In Exodus 1, the Egyptians saw the Israelites as a potential enemy and took steps against them: Then a new king, to whom Joseph meant nothing, came to power in Egypt. “Look,” he said to his people, “the Israelites have become far too numerous for us. Come, we must deal shrewdly with them or they will become even more numerous and, if war breaks out, will join our enemies, fight against us and leave the country.” So they put slave masters over them to oppress them with forced labor, and they built Pithom and Rameses as store cities for Pharaoh.
Where the Egyptians were the Israelite oppressors in Exodus, in 1 Kings 9 they were King Solomon’s ally: “Here is the account of the forced labor King Solomon conscripted to build the Lord’s temple, his own palace, the terraces, the wall of Jerusalem, and Hazor, Megiddo and Gezer. Pharaoh king of Egypt had attacked and captured Gezer. He had set it on fire. He killed its Canaanite inhabitants and then gave it as a wedding gift to his daughter, Solomon’s wife. And Solomon rebuilt Gezer.”
In this account, King Solomon used his labor resources to build the walls of Hazor, Megiddo and Gezer.
Hazor, Megiddo and Gezer had all been important Canaanite cities in the Middle Bronze and Late Bronze Age, before the establishment of the Israelites in the central hill country. These cities all corresponded with the pharaoh Akhenaten in the 14th century BCE, as recorded in the Amarna Letters. They sat astride the trade routes between Egypt to the south and Lebanon’s ports, Syria and Anatolia to the north, cut into the Transjordan, continued along to the Euphrates and into Mesopotamia. Thus they would have been important cities for a king to command and defend.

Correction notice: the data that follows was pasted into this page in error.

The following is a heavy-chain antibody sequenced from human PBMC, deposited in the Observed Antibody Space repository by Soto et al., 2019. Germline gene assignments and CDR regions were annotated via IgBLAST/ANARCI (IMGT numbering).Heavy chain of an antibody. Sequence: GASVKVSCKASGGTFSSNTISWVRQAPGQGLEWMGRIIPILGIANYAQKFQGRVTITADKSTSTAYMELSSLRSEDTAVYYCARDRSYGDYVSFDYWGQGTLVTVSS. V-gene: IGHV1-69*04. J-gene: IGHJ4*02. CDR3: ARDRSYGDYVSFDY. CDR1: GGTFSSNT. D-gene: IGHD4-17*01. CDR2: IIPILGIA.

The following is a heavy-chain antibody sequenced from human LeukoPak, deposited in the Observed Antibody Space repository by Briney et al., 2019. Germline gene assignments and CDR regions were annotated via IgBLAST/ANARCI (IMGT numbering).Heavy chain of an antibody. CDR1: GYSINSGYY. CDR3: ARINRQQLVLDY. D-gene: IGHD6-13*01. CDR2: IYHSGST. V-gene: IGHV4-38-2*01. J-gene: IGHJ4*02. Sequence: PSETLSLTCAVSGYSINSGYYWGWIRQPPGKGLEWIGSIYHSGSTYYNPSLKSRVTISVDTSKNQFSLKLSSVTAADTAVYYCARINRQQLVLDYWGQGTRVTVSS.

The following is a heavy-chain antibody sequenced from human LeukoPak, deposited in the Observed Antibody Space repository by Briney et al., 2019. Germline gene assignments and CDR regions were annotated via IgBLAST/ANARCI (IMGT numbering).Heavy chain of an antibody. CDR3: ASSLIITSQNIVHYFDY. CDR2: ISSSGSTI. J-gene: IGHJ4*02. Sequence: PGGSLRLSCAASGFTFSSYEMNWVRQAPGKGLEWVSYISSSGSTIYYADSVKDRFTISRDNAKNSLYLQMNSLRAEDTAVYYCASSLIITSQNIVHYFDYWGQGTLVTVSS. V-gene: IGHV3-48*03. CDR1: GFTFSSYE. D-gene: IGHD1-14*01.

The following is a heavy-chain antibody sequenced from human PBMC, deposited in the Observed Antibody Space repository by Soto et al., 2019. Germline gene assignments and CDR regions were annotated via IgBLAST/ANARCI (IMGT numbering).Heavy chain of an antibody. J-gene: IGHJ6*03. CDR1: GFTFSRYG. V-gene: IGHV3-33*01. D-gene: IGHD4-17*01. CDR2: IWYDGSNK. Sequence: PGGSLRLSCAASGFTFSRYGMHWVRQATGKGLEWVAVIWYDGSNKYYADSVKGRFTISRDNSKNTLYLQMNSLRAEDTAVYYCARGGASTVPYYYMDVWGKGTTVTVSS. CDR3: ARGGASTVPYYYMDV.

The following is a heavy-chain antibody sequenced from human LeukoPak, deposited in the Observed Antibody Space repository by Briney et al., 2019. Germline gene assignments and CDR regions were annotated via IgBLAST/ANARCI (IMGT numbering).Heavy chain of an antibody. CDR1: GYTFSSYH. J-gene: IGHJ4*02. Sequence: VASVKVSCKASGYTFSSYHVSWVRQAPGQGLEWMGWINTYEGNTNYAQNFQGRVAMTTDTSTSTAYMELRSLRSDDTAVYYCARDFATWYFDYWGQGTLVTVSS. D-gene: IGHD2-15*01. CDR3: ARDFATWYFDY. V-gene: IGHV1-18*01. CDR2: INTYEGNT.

Gates were an important part of a city’s defense system. The entry points were typically the most vulnerable part of the wall, and thus required enhancements beyond a wall. Many walled cities in Canaan had four-chambered gates, two extra chambers facing each other beyond the outer wall or entry point followed by another two chambers facing each other. Each chamber was likely separated by wooden doors as barriers to prevent forced entry.
In the mid 20th century CE, archaeologists noticed similarities between the outer gate systems at Hazor, Megiddo and Gezer. These cities all had six-chambered gates, an additional defense layer, which were of similar size with similar masonry. The claim was made that these were the gate systems built by Solomon in the Iron IIA period, in the 10th century BCE, in line with the Bible’s “wall of Jerusalem, and Hazor, Megiddo and Gezer” which Solomon built with conscripted labor.
A key dividing line in views about the archaeology of the southern Levant relates to the dating of pottery in the various layers and the centuries to which they should be assigned. Proponents of the High Chronology place the Iron IIA beginning in the 10th century, while supporters of the Low Chronology place the Iron IIA period in the 9th century. A 9th century BCE beginning would pose a challenge to the biblical claims about King Solomon constructing of these gates.
Along these lines, the assigning of the six-chambered gates at Hazor, Megiddo and Gezer to Solomon has been challenged. Proponents of the Low Chronology place the gates of Megiddo in the 9th century BCE, and some argue for a date as late as the 8th century BCE, and therefore unconnected to King Solomon.
Similar challenges have been made about the gate system at both Hazor and Gezer. In the mid-2010s new digs were undertaken to learn more about Gezer, and the findings still await publication.
The image above is of the gate system at Megiddo. An aerial view of the six-chambered gates can be seen via the link below: